In 1989, after I’d lived in the South for a month and a half, everyone sounded the same. Whether it was your first time off the mountain or you time travelled back from a Dell tech support job in 2006, you sounded generic to me, like a radio announcer from nowhere. I guess this was my way of coping when I found I couldn’t understand anybody and I had to look for a job and knowing what a bad combination that was.

Only in the last few years have I been able to pick up my native Northern accent, which has never left my voice, in others. I never lived in NY, but my father’s Brooklyn influence gives my Jersey accent a little edge.

I’ve found, after pissing a couple of people off, that it’s better to ask the person where she or he is originally from if you think you’ve found a homie. That’s because it’s never good to assume someone is from Jersey, because they might be from New York. If they then say they’re from New York and you say you’re from Jersey, that’s fine. That’s like discovering you’re cousins. But if you ask them if they’re from Jersey, that’s like if you ask if they’re your sibling from that hick family of cousins south of the Capital of the World.

And, growing up in Jersey when we did, we just accepted that secondary status. I’ll never forget the first time when, driving to work where I live now, the traffic report discussed the highway I was near. In Jersey, you simply dealt with the local roads as they unfolded before you while the radio went into detail about the backup on the Long Island Expressway. Just shut up and wait for the next song. No one cares about the fifteen car pile-up you will drive around while you hear it.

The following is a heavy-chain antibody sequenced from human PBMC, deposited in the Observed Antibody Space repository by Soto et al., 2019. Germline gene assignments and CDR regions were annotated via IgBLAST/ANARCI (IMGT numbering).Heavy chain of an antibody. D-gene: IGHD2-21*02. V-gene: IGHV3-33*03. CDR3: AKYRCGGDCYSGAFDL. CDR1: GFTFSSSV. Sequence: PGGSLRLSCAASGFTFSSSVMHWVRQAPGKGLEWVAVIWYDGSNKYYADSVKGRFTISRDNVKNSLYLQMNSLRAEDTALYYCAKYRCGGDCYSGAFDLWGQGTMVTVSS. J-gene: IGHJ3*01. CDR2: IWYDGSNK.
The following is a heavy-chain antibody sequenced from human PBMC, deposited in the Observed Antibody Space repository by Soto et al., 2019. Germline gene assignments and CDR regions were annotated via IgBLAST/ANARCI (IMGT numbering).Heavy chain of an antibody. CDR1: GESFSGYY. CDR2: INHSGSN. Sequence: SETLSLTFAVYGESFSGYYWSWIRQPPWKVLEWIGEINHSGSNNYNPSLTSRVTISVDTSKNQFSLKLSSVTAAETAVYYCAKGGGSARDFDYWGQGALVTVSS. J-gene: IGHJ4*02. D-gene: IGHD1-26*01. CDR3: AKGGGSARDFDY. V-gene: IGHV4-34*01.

Last night after the ball dropped and Auld Lang Syne led into Frank telling me to start spreading the news, I knew I had to wait until my daughter had her diploma in her hand on January 20 to safely hand in my letter of resignation. But let me tell you, that volume was cranked and I was dancing, because I knew in a couple of months, my little town blues would be melting away. Sure, there will be many new challenges and adjustments, and I will miss a few people and the natural beauty of where I’ve tried to make my home the last 22 years, but I will not miss the social climate and mindset.

And I will know my place. I want a little land around me, and I am not sophisticated enough to be a New Yorker. I will always be scared to drive in the city, and hating that it’s hard to find a bathroom. But New York City is the most interesting place I know, and she will be only 45 minutes away.

Close enough to visit frequently, to keep our minds open, and to put good bread on the table.

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